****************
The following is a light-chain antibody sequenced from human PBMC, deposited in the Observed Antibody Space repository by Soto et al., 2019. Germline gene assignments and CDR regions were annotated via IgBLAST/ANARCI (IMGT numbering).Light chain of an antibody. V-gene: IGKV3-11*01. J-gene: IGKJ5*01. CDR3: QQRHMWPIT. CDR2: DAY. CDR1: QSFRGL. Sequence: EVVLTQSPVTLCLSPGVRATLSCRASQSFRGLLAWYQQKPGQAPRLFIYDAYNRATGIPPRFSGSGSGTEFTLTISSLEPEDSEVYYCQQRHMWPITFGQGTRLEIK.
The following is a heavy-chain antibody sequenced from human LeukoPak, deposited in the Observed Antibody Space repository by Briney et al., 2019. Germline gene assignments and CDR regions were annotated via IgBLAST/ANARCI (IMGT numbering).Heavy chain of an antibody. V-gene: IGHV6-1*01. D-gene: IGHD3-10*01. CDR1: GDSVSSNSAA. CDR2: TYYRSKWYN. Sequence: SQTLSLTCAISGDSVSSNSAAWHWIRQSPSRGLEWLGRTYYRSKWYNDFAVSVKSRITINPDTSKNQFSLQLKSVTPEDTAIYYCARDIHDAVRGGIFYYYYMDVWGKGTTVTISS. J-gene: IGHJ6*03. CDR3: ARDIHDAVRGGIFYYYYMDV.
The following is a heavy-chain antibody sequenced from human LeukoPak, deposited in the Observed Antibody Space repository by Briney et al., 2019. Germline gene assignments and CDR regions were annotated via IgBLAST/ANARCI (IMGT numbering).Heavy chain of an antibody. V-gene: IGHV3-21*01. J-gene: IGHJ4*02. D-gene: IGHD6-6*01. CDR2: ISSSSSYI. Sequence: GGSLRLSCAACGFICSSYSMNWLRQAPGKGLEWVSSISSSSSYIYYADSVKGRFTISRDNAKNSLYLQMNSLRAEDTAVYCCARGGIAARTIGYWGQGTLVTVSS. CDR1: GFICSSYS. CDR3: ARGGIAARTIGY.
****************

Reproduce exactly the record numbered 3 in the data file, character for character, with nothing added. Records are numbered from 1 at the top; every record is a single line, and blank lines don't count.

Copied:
The following is a heavy-chain antibody sequenced from human LeukoPak, deposited in the Observed Antibody Space repository by Briney et al., 2019. Germline gene assignments and CDR regions were annotated via IgBLAST/ANARCI (IMGT numbering).Heavy chain of an antibody. V-gene: IGHV3-21*01. J-gene: IGHJ4*02. D-gene: IGHD6-6*01. CDR2: ISSSSSYI. Sequence: GGSLRLSCAACGFICSSYSMNWLRQAPGKGLEWVSSISSSSSYIYYADSVKGRFTISRDNAKNSLYLQMNSLRAEDTAVYCCARGGIAARTIGYWGQGTLVTVSS. CDR1: GFICSSYS. CDR3: ARGGIAARTIGY.